PDF: Ending childhood dental caries: WHO implementation manual

Early childhood caries (ECC) affects teeth of children aged under six years. According to the Global Burden of Disease Study in 2017, more than 530 million children globally have dental caries of the primary teeth.

However, as primary teeth are exfoliated due to growth of the child, ECC has previously not been considered important. ECC has significant influence on individuals, families and societies.

The disease affects primary teeth and permanent teeth and influences general health and quality of life across the entire life course. ECC links with other frequent diseases of childhood, primarily due to risk factors shared with other noncommunicable diseases (NCDs) such as high sugar intake, and the disease relates to other health conditions such as obesity. 

Dental caries can lead to abscesses and cause toothache, which may compromise ability to eat and sleep and restrict life activity of children. Severe dental caries is associated with poor growth. 

Moreover, ECC is an economic burden to the family and society; treatment of ECC under general anaesthesia for extensive dental repair is especially costly. Prevalence of ECC is increasing rapidly in low- and middle-income countries, and dental caries is particularly frequent or severe among children living in deprived communities.

In many countries, access to dental care is not equitable, leaving poor children and familiesunderserved. Fortunately, ECC is preventable, with almost all risk factors modifiable. 

ECC differs from dental caries in older children and adults in its rapid development, its diversity of risk factors, and in the control of disease. As with most NCDs, both cause and prevention are strongly determined by sociobehavioural, economic, environmental and societal factors, known as the social determinants of health. 

ECC is influenced strongly by health behaviours and practices of children, families and caregivers. ECC prevention and control approaches range from changing personal behaviour, to working with families and caregivers, to public health solutions such as building health policies, creating supportive environments, and health promotion and orientation of health services towards universal health coverage. 

Building supportive environments for integration of ECC prevention and control into general health activities is essential. In addition, primary care teams, including community health workers, are key to successful programmes.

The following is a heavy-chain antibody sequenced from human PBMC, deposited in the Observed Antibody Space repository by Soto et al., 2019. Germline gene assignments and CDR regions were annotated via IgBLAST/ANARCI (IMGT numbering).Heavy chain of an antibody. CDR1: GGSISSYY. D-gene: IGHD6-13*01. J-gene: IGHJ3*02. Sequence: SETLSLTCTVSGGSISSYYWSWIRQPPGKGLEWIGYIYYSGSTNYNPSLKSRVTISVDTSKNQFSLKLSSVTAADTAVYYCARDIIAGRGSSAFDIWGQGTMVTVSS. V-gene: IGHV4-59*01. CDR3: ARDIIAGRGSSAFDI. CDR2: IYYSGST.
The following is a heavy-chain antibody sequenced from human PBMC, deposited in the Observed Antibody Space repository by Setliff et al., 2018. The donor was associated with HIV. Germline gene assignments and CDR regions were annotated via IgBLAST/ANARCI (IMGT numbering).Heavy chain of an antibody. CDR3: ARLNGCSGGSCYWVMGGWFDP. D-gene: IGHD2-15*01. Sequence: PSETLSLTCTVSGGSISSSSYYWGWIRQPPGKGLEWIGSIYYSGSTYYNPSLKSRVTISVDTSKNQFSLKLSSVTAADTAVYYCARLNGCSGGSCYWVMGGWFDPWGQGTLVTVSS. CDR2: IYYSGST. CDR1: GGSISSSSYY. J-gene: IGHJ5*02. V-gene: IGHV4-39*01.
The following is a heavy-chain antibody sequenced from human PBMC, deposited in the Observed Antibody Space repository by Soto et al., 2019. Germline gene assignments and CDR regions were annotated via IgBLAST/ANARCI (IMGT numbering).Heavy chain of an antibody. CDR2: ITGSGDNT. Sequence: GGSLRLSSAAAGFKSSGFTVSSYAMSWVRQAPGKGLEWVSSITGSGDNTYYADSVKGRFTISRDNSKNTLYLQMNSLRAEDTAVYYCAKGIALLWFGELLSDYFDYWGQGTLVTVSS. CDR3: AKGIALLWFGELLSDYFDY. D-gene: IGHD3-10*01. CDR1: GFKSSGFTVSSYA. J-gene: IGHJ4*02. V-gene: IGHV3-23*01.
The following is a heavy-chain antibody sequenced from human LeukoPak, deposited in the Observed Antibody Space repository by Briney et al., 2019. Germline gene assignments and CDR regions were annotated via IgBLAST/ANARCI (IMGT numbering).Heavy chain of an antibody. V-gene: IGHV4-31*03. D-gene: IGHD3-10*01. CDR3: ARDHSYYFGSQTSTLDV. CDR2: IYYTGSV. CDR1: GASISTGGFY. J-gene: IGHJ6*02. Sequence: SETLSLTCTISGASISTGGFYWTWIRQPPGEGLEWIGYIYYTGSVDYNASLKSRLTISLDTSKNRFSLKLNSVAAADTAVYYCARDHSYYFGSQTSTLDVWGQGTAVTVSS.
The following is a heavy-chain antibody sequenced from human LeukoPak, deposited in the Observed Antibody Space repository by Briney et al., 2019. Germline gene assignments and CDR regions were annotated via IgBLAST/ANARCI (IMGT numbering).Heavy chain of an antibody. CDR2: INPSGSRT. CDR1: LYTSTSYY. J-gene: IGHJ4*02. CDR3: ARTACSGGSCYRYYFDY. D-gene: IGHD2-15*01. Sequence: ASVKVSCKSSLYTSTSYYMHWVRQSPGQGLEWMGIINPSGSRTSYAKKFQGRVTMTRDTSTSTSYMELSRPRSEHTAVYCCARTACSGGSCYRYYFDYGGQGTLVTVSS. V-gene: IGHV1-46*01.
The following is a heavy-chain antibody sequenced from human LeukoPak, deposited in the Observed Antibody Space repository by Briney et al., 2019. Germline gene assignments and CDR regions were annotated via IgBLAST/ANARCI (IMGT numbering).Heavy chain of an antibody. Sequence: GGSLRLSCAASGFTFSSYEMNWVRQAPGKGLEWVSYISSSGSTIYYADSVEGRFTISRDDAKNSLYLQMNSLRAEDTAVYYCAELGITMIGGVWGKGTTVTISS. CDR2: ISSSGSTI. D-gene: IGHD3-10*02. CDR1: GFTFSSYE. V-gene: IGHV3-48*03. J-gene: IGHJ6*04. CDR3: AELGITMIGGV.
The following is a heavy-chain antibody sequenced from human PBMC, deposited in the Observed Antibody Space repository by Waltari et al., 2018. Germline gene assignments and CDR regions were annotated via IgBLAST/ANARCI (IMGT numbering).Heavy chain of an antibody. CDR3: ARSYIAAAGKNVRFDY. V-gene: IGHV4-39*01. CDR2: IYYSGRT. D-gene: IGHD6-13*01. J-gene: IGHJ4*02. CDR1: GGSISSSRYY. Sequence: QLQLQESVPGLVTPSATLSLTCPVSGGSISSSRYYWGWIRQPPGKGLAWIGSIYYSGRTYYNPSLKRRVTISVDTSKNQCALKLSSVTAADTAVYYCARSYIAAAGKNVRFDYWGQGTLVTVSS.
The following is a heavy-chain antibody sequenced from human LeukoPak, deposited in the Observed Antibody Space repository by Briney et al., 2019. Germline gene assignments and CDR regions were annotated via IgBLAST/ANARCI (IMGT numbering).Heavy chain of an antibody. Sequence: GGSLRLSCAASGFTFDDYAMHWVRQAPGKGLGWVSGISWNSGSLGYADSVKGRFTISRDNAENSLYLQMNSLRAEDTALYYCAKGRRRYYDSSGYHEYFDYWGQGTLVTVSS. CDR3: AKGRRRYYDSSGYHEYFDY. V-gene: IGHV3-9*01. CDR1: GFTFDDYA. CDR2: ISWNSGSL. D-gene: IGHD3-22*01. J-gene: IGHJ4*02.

The Ending Childhood Dental Caries

WHO Implementation Manual has been developed to serve different stakeholders in their work for better health of children; these stakeholders include community agencies, ministries of health, academia, and nongovernmental and professional organizations. 

The manual is based on evidence from systematic reviews and WHO recommendations, especially on nutrition, including breastfeeding, and primary care workers’ programmes. 

The current manual focus on tackling ECC in its global context defines the disease and outlines known risk factors and approaches to prevention and treatment. 

It is intended to inform and support: 

► Policy-makers on actions and rationales for ECC interventions; 
► Chief dental officers, ministry of health focal points and public health administrators in the development and implementation of plans for ECC prevention and control, using the primary health-care approach. 

The manual may also be used in training activities to help primary care teams: 

► Understand ECC as a public health problem; 
► Recognize the essential risk factors for ECC, especially lack of exclusive breastfeeding, consumption of free sugars, and inadequate exposure to fluoride in prevention of dental caries; 
► Identify opportunities for intervention against ECC and its causes. 

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